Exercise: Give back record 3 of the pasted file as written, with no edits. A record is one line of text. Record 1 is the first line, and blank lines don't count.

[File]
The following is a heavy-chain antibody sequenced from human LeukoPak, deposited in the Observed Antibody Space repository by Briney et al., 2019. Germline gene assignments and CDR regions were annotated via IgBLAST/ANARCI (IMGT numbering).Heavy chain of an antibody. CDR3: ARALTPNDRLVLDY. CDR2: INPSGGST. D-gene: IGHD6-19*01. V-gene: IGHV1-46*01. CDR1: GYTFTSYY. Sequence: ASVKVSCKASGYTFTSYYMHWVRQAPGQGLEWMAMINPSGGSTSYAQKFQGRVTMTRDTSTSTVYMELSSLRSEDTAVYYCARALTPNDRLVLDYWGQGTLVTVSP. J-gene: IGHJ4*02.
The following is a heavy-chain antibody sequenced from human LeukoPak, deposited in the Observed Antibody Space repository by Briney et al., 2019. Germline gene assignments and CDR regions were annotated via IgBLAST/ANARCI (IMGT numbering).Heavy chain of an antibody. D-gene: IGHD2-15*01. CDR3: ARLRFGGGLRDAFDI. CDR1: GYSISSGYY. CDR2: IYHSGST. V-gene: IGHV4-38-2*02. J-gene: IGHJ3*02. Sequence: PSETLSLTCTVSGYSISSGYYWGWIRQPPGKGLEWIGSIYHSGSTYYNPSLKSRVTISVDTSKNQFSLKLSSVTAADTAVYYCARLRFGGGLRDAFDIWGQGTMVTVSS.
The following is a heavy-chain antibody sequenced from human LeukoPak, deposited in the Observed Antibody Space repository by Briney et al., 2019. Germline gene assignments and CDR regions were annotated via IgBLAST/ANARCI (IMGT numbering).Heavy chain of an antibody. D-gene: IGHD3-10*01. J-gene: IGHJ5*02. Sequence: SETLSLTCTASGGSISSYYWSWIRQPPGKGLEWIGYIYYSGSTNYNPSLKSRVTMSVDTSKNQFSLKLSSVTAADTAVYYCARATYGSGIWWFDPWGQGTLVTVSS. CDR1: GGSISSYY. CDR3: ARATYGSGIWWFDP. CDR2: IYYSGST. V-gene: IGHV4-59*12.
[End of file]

The following is a heavy-chain antibody sequenced from human LeukoPak, deposited in the Observed Antibody Space repository by Briney et al., 2019. Germline gene assignments and CDR regions were annotated via IgBLAST/ANARCI (IMGT numbering).Heavy chain of an antibody. D-gene: IGHD3-10*01. J-gene: IGHJ5*02. Sequence: SETLSLTCTASGGSISSYYWSWIRQPPGKGLEWIGYIYYSGSTNYNPSLKSRVTMSVDTSKNQFSLKLSSVTAADTAVYYCARATYGSGIWWFDPWGQGTLVTVSS. CDR1: GGSISSYY. CDR3: ARATYGSGIWWFDP. CDR2: IYYSGST. V-gene: IGHV4-59*12.